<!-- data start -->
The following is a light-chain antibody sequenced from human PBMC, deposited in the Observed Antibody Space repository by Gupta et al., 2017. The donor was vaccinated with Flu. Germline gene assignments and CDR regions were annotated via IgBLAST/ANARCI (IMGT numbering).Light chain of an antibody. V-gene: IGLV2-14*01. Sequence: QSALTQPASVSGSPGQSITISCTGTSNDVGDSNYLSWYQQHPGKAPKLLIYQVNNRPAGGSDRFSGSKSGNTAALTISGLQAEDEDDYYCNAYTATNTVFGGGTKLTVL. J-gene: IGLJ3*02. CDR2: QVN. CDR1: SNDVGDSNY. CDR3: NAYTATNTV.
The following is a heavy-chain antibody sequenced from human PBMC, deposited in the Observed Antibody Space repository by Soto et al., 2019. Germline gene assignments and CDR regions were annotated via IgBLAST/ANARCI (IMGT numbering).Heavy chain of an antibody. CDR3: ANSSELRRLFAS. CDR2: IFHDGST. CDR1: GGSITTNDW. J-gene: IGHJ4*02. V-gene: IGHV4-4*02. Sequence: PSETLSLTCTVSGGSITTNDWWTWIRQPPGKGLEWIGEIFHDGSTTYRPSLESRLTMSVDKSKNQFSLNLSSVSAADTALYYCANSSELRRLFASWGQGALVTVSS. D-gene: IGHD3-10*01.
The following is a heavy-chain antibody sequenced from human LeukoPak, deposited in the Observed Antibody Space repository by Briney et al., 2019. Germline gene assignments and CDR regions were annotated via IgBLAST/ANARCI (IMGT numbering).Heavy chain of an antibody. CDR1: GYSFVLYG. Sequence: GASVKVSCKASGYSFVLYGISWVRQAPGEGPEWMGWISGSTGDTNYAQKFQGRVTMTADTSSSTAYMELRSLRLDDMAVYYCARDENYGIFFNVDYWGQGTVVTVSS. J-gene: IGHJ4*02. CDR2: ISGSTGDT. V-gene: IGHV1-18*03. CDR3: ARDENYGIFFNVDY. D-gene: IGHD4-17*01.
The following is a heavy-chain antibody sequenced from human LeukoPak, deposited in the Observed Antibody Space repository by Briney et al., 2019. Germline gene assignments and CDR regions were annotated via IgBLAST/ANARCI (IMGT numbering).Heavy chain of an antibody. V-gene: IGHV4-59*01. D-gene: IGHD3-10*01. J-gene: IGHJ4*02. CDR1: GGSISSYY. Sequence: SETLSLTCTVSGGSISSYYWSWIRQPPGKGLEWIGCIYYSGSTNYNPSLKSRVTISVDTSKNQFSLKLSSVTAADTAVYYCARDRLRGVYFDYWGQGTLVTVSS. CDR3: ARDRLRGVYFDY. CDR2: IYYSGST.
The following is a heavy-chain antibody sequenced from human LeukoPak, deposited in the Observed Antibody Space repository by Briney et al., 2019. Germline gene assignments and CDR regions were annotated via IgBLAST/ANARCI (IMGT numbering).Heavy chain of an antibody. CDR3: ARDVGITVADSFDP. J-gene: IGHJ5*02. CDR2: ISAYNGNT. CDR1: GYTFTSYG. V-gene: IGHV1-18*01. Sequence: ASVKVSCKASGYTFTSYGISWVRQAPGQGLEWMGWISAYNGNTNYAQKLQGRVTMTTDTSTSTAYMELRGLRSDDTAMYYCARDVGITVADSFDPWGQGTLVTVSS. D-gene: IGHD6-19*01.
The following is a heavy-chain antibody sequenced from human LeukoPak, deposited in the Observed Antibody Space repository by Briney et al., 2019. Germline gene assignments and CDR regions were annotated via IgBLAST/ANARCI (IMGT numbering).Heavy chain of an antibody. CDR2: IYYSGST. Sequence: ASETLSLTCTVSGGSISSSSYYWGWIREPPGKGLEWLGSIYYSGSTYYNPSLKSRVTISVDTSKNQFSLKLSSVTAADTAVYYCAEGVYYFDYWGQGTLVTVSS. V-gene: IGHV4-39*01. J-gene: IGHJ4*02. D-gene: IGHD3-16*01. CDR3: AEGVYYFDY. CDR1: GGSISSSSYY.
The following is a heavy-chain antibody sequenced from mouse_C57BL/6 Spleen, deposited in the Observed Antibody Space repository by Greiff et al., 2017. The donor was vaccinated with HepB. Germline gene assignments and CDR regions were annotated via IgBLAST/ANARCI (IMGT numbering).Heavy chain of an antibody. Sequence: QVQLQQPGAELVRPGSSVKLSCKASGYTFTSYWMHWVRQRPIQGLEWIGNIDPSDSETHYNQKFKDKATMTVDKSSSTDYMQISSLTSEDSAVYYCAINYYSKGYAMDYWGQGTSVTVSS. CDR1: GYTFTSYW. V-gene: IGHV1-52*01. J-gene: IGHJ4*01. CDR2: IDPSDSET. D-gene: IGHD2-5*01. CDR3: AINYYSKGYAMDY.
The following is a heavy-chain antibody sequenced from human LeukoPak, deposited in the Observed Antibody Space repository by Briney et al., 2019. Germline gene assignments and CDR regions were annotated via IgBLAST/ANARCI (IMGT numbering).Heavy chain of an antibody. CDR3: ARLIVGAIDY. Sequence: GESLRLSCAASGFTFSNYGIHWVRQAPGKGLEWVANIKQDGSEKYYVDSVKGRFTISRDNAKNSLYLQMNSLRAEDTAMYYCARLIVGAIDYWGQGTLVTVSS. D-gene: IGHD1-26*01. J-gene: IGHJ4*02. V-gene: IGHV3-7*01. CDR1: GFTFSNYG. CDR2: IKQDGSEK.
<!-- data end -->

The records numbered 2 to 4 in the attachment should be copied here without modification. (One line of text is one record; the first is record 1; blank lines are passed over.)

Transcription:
The following is a heavy-chain antibody sequenced from human PBMC, deposited in the Observed Antibody Space repository by Soto et al., 2019. Germline gene assignments and CDR regions were annotated via IgBLAST/ANARCI (IMGT numbering).Heavy chain of an antibody. CDR3: ANSSELRRLFAS. CDR2: IFHDGST. CDR1: GGSITTNDW. J-gene: IGHJ4*02. V-gene: IGHV4-4*02. Sequence: PSETLSLTCTVSGGSITTNDWWTWIRQPPGKGLEWIGEIFHDGSTTYRPSLESRLTMSVDKSKNQFSLNLSSVSAADTALYYCANSSELRRLFASWGQGALVTVSS. D-gene: IGHD3-10*01.
The following is a heavy-chain antibody sequenced from human LeukoPak, deposited in the Observed Antibody Space repository by Briney et al., 2019. Germline gene assignments and CDR regions were annotated via IgBLAST/ANARCI (IMGT numbering).Heavy chain of an antibody. CDR1: GYSFVLYG. Sequence: GASVKVSCKASGYSFVLYGISWVRQAPGEGPEWMGWISGSTGDTNYAQKFQGRVTMTADTSSSTAYMELRSLRLDDMAVYYCARDENYGIFFNVDYWGQGTVVTVSS. J-gene: IGHJ4*02. CDR2: ISGSTGDT. V-gene: IGHV1-18*03. CDR3: ARDENYGIFFNVDY. D-gene: IGHD4-17*01.
The following is a heavy-chain antibody sequenced from human LeukoPak, deposited in the Observed Antibody Space repository by Briney et al., 2019. Germline gene assignments and CDR regions were annotated via IgBLAST/ANARCI (IMGT numbering).Heavy chain of an antibody. V-gene: IGHV4-59*01. D-gene: IGHD3-10*01. J-gene: IGHJ4*02. CDR1: GGSISSYY. Sequence: SETLSLTCTVSGGSISSYYWSWIRQPPGKGLEWIGCIYYSGSTNYNPSLKSRVTISVDTSKNQFSLKLSSVTAADTAVYYCARDRLRGVYFDYWGQGTLVTVSS. CDR3: ARDRLRGVYFDY. CDR2: IYYSGST.